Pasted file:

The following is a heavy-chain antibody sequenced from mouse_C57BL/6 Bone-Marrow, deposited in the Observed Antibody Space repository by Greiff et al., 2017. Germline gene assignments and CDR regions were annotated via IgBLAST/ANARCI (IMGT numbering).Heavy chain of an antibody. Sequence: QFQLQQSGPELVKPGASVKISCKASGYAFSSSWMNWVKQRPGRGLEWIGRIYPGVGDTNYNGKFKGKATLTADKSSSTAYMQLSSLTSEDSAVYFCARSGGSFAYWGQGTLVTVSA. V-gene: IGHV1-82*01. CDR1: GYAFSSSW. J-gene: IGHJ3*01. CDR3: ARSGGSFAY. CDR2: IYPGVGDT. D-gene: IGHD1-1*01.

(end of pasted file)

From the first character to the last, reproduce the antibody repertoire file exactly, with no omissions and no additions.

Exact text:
The following is a heavy-chain antibody sequenced from mouse_C57BL/6 Bone-Marrow, deposited in the Observed Antibody Space repository by Greiff et al., 2017. Germline gene assignments and CDR regions were annotated via IgBLAST/ANARCI (IMGT numbering).Heavy chain of an antibody. Sequence: QFQLQQSGPELVKPGASVKISCKASGYAFSSSWMNWVKQRPGRGLEWIGRIYPGVGDTNYNGKFKGKATLTADKSSSTAYMQLSSLTSEDSAVYFCARSGGSFAYWGQGTLVTVSA. V-gene: IGHV1-82*01. CDR1: GYAFSSSW. J-gene: IGHJ3*01. CDR3: ARSGGSFAY. CDR2: IYPGVGDT. D-gene: IGHD1-1*01.